Global challenges like the after-effects of the pandemic, high inflation, rising interest rates, the looming threat of recession, supply chain constraints, the emerging monkeypox virus, and the war in Ukraine continue to test businesses across many industries. The number of companies facing financial distress has increased, forcing some to file bankruptcy or reorganize. Though the bankruptcy process involves distributing the remaining assets to the failing business’s creditors, it also allows some organizations to make a fresh start by reorganizing to be more economically feasible.
There are six different types of bankruptcy filings under the Bankruptcy Code, and the most common for US businesses is Chapter 11, which allows companies to reorganize. If your business is considering a bankruptcy filing, it’s important to understand the benefits, qualifications, and challenges of fresh-start reporting.
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What Fresh-start Reporting Allows
To reorganize under Chapter 11, a business must prepare a reorganization plan that is subject to court approval. Once that plan is approved by the court and the company has emerged from bankruptcy, the business can begin to apply fresh-start reporting if it meets the associated requirements under ASC 852 – Reorganizations (outlined below).
Under fresh-start reporting, the business starts anew, with its balance sheet items adjusted based on newly determined fair values. The business is considered separate from its predecessor company (the organization that has undergone a default) and now has clean financials and possibly a stepped-up value of assets. Fresh-start reporting provides an opportunity for most companies, as it denotes that the emerging entity is more robust and has a promising future.
The Criteria for Fresh-start Reporting
As stated in the American Institute of Certified Public Accountants Statement of Position (SOP) 90-7, Financial Reporting Entities under Bankruptcy Code, a reporting entity must apply fresh-start reporting after emerging from bankruptcy if it qualifies on both of the following criteria:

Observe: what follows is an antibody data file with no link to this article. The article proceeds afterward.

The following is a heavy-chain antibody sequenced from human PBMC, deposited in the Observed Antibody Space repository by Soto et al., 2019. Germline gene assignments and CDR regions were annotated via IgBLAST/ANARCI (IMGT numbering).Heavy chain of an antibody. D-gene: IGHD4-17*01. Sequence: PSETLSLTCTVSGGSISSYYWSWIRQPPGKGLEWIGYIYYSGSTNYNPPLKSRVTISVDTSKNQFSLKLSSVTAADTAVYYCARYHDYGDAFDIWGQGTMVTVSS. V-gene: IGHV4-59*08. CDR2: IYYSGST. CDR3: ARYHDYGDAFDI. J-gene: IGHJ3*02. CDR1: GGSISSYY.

• Reorganization value test. The reorganization value of the emerging entity immediately before the date of confirmation (when the court approves the reorganization plan) must be less than the total of all post-petition liabilities (the liabilities incurred after the bankruptcy is filed) and allowed claims. This test aims to prevent companies that are solvent and able to finance their operations from applying fresh-start reporting.
• Loss of control test. The holders of existing voting shares immediately before confirmation must receive less than 50% of the voting shares of the emerging entity. This test prevents companies from filing a bankruptcy petition to adopt fresh-start reporting and write-up value of assets.
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A Closer Look at the Reorganization Value Test
The reorganization value is the approximate fair value of the company’s assets without considering its liabilities. Though it may sound straightforward, obtaining the reorganization value requires extensive arms-length negotiations among various parties. This process is vital, as it serves as the basis for determining the value received by the business’s creditors and equity holders.
The reorganization value is commonly determined as a range rather than a single-point estimate; however, an entity will choose a value within a range. Companies typically use the discounted cash flow (DCF) method to arrive at the fair value, as it is the most commonly used valuation method (although methods such as acquired cost or book value, appraised or replacement cost, multiples of revenue or turnover, projected cash flow, and earnings capitalization also may be used).
The DCF approach discounts the business’s projected cash flows to present at a rate equal to the cost of capital. It comprises:
• Present value of cash flows during the projection period
• Present value of the residual value at the end of the projection period
• Value of the assets considered unnecessary to operate the newly reorganized entity, such as excess working capital or assets liquidated as part of the plan
DCF considers factors such as the discount rates adjusted to risk levels, the capital structure and market inputs, prospective financial information related to revenue growth rates and operating margins, and specific tax considerations of the emerging business.
The reorganization value differs from the enterprise value, also referred to as the market value of invested capital. Enterprise value represents the fair value of the company’s interest-bearing debt and shareholder’s equity, while reorganization value considers the impact of working capital and liabilities other than interest-bearing debt.
For example, suppose a business has an enterprise value of $1.3 million and working capital and other liabilities amounting to $200,000. The reorganization value would be the total of the two, or $1.5 million. However, businesses emerging from bankruptcy also should evaluate other considerations, such as environmental liabilities, deferred taxes, and estimated cash balances, to arrive at an appropriately reconciled reorganization value.